- Cardinal Flower-Lobelia cardinalis Hardy Planting Zones- 3-9 Sun or Shade – Partial Shade to Full Sun Mature Height - 3-4' Mature Width- 1-2' Bloom Season – Summer to Fall (July-September) Gardener Status- Novice
Red Cardinal Flower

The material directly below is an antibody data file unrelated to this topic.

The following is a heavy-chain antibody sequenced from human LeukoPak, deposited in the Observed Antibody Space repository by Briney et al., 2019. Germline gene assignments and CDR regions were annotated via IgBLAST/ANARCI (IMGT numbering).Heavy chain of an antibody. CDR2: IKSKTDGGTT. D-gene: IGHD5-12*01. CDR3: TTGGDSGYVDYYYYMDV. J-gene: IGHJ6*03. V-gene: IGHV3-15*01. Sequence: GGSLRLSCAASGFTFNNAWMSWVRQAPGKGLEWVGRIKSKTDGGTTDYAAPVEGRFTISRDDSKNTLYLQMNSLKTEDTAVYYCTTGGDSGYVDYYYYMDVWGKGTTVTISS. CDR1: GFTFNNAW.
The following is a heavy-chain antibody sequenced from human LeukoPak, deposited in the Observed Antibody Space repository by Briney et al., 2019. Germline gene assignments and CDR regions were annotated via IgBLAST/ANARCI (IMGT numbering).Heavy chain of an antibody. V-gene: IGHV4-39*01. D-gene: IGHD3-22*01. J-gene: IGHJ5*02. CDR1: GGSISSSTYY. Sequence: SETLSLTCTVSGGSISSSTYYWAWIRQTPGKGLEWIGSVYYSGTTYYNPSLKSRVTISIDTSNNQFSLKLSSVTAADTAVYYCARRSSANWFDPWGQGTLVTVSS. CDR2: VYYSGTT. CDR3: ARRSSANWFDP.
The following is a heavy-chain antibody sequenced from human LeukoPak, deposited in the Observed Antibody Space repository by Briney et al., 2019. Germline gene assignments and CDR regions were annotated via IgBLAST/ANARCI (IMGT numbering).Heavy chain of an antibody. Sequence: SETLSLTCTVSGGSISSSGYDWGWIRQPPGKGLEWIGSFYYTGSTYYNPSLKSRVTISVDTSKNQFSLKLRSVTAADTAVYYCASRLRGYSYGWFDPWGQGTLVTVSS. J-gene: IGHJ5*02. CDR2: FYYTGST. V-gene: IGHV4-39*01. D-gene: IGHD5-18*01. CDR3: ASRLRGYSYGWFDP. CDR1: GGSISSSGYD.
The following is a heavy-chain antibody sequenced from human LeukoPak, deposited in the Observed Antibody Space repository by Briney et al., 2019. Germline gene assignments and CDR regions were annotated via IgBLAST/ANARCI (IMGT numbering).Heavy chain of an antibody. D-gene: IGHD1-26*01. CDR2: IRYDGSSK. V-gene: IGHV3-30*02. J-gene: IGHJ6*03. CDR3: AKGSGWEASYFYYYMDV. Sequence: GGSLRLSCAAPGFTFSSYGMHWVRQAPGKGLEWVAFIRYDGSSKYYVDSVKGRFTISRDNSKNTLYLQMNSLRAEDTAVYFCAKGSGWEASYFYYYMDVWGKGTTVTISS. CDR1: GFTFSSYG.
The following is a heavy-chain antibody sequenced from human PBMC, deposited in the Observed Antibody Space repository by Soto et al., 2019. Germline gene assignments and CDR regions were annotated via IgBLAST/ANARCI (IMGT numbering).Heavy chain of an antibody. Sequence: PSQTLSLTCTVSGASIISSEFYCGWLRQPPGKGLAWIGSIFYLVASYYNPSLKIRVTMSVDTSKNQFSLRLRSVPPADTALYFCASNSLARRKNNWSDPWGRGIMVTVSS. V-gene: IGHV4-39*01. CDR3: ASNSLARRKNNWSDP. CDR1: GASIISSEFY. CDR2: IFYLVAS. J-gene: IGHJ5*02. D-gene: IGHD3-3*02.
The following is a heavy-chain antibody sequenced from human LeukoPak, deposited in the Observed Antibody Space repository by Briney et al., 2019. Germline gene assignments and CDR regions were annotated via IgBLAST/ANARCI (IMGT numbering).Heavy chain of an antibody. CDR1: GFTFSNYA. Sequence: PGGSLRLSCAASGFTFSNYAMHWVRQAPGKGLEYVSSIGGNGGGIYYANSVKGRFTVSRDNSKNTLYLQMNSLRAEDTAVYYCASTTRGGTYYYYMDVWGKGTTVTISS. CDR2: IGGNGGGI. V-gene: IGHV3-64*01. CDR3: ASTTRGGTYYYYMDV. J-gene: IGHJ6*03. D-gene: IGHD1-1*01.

The Red Cardinal Flower is a wildflower native to a few states in the United States. Namely, Wisconsin, Illinois, Michigan, and more. Belonging to the Lobelia species. It sports beautiful, vivid, crimson red leaves and spikes with scarlet flowers. These flowers can grow as tall as 3 feet tall, easily making their presence known among a bed of other flowers. Due to its tall stems, the Red Cardinal has trouble being fertilized by insects, and mainly relies on hummingbirds for fertilization. Due to this fact, this makes it perfect for use in a hummingbird garden. The Red Cardinal grows best in wet, sunny environments, but will still grow in partially sunny environments. The Red Cardinal is capable of withstanding brief flooding, but any more than this could harm it. To help retain some of the moisture in the soil, some mulch can be used. They typically bloom in mid-summer to mid-autumn. Moreover, this plant would be perfect for summer beddings, or with annuals. Whether you are a professional in the garden, or just starting out. If you want a low maintenance plant that can stand out in your garden, and maybe even attract some birds, the red cardinal flower is the perfect plant for you. The single most outstanding features of the cardinal flower are its intensely red tube-shaped flowers. These blooms, ordinarily one-and-a-half inches wide, offer an intriguing appearance with three large lobes extending from the bottom of the tube while two tinier portions protrude above. Thanks to the work of breeders, rose and white colors are also available. The flowers dot two to four foot high slender stalks and open from July through September. Below, the herbaceous base consists of dark green leaves about eight inches long. Cardinal flowers enjoy fertile, moist soils and can even take brief flooding.